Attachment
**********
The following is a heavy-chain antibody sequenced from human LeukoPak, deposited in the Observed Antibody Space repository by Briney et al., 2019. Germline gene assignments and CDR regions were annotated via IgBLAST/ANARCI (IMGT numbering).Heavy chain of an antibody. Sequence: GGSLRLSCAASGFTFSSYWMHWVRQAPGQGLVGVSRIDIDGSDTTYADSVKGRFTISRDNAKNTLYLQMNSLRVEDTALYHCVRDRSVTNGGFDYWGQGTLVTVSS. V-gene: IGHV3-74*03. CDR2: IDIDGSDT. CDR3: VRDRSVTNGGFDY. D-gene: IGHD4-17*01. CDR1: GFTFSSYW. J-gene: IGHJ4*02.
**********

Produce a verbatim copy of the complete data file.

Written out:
The following is a heavy-chain antibody sequenced from human LeukoPak, deposited in the Observed Antibody Space repository by Briney et al., 2019. Germline gene assignments and CDR regions were annotated via IgBLAST/ANARCI (IMGT numbering).Heavy chain of an antibody. Sequence: GGSLRLSCAASGFTFSSYWMHWVRQAPGQGLVGVSRIDIDGSDTTYADSVKGRFTISRDNAKNTLYLQMNSLRVEDTALYHCVRDRSVTNGGFDYWGQGTLVTVSS. V-gene: IGHV3-74*03. CDR2: IDIDGSDT. CDR3: VRDRSVTNGGFDY. D-gene: IGHD4-17*01. CDR1: GFTFSSYW. J-gene: IGHJ4*02.